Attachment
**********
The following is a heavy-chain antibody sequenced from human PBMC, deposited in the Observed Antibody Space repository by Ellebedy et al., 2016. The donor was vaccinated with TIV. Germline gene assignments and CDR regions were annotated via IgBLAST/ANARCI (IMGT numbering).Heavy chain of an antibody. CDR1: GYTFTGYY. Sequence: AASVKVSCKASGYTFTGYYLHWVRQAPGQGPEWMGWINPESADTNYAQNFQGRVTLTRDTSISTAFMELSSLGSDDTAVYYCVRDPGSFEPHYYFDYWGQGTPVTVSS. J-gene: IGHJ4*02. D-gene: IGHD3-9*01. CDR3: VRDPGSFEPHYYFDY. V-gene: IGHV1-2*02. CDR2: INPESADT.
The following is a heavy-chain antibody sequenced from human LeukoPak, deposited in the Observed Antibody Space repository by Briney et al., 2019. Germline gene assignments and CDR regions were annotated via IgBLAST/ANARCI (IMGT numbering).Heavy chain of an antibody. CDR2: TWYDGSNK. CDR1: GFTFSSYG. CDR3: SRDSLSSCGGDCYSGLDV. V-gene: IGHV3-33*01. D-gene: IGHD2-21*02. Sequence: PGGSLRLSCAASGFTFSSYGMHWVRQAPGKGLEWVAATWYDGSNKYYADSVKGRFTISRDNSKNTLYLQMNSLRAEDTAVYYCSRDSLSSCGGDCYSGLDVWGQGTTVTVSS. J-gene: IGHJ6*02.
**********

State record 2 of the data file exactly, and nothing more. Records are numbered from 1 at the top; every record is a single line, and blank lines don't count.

The following is a heavy-chain antibody sequenced from human LeukoPak, deposited in the Observed Antibody Space repository by Briney et al., 2019. Germline gene assignments and CDR regions were annotated via IgBLAST/ANARCI (IMGT numbering).Heavy chain of an antibody. CDR2: TWYDGSNK. CDR1: GFTFSSYG. CDR3: SRDSLSSCGGDCYSGLDV. V-gene: IGHV3-33*01. D-gene: IGHD2-21*02. Sequence: PGGSLRLSCAASGFTFSSYGMHWVRQAPGKGLEWVAATWYDGSNKYYADSVKGRFTISRDNSKNTLYLQMNSLRAEDTAVYYCSRDSLSSCGGDCYSGLDVWGQGTTVTVSS. J-gene: IGHJ6*02.